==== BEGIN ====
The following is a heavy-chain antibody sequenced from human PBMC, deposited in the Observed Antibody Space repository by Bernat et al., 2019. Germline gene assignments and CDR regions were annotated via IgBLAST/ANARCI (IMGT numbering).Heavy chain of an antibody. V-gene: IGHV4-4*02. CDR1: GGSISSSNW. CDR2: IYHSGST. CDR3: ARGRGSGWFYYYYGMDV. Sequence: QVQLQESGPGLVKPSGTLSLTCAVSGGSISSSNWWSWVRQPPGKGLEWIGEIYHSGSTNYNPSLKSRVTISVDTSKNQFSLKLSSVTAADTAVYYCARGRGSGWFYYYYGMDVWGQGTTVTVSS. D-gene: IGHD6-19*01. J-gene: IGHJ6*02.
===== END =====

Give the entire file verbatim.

The following is a heavy-chain antibody sequenced from human PBMC, deposited in the Observed Antibody Space repository by Bernat et al., 2019. Germline gene assignments and CDR regions were annotated via IgBLAST/ANARCI (IMGT numbering).Heavy chain of an antibody. V-gene: IGHV4-4*02. CDR1: GGSISSSNW. CDR2: IYHSGST. CDR3: ARGRGSGWFYYYYGMDV. Sequence: QVQLQESGPGLVKPSGTLSLTCAVSGGSISSSNWWSWVRQPPGKGLEWIGEIYHSGSTNYNPSLKSRVTISVDTSKNQFSLKLSSVTAADTAVYYCARGRGSGWFYYYYGMDVWGQGTTVTVSS. D-gene: IGHD6-19*01. J-gene: IGHJ6*02.